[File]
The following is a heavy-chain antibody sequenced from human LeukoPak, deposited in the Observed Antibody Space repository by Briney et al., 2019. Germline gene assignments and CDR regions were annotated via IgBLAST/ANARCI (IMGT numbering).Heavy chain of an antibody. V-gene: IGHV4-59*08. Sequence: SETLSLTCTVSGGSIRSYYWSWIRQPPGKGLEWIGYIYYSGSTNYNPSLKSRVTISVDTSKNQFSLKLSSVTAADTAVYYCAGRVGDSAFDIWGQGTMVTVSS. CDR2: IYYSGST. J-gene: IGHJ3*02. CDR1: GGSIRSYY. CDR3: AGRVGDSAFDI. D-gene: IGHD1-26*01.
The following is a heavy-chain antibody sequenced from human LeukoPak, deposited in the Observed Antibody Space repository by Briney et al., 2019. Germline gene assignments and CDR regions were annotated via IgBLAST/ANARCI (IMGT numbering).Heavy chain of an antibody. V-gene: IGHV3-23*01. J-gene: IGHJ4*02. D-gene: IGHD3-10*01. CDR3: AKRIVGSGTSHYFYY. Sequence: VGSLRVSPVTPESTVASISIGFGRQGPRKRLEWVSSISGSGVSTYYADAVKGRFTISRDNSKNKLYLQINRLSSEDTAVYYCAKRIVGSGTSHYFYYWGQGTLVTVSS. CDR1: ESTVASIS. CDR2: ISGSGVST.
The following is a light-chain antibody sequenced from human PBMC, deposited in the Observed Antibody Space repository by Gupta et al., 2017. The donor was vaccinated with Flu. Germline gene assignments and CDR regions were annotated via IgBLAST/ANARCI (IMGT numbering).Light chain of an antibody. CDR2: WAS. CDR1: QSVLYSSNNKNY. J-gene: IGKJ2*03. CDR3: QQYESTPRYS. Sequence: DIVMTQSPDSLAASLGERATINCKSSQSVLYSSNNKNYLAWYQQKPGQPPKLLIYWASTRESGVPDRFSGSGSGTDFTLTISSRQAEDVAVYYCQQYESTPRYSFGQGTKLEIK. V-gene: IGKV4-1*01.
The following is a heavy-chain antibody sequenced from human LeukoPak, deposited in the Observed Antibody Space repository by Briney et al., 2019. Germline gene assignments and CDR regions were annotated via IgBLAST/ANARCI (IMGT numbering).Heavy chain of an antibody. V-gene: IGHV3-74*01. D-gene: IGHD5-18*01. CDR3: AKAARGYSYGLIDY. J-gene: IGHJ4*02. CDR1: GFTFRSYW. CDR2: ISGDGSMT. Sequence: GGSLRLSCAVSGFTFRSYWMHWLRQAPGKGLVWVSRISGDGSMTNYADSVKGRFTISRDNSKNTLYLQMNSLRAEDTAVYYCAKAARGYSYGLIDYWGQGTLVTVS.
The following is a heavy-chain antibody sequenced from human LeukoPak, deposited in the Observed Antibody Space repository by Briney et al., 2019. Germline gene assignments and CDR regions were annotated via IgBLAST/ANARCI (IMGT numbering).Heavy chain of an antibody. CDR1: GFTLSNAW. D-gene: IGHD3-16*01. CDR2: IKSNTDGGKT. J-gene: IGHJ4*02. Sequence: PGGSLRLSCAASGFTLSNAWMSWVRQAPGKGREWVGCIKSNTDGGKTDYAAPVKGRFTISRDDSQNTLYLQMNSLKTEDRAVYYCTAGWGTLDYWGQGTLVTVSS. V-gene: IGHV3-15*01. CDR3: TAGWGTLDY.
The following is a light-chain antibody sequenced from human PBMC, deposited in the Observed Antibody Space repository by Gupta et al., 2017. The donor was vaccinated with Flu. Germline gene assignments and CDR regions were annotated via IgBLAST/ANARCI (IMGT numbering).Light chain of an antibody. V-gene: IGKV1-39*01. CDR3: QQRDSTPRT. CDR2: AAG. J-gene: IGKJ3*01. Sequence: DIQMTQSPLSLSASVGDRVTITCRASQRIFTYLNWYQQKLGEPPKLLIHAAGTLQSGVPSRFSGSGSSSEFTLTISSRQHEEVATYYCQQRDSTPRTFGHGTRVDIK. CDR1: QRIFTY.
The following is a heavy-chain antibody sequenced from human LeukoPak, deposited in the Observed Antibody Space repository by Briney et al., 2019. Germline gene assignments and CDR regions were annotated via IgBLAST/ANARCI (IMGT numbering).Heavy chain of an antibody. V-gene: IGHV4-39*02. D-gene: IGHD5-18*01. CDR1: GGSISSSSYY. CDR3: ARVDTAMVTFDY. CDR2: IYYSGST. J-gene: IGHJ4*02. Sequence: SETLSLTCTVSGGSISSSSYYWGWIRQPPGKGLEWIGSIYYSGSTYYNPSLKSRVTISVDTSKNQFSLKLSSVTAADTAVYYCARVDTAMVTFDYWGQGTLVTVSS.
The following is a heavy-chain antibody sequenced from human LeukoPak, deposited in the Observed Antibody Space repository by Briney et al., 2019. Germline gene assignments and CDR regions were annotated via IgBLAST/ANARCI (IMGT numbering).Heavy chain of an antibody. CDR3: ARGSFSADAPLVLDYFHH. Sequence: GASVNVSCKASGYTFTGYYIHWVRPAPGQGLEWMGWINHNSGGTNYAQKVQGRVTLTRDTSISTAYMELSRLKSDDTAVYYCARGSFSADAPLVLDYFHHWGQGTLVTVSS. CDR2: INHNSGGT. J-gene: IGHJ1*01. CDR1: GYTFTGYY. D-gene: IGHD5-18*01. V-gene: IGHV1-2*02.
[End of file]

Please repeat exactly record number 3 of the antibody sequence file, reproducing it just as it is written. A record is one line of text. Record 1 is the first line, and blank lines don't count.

The following is a light-chain antibody sequenced from human PBMC, deposited in the Observed Antibody Space repository by Gupta et al., 2017. The donor was vaccinated with Flu. Germline gene assignments and CDR regions were annotated via IgBLAST/ANARCI (IMGT numbering).Light chain of an antibody. CDR2: WAS. CDR1: QSVLYSSNNKNY. J-gene: IGKJ2*03. CDR3: QQYESTPRYS. Sequence: DIVMTQSPDSLAASLGERATINCKSSQSVLYSSNNKNYLAWYQQKPGQPPKLLIYWASTRESGVPDRFSGSGSGTDFTLTISSRQAEDVAVYYCQQYESTPRYSFGQGTKLEIK. V-gene: IGKV4-1*01.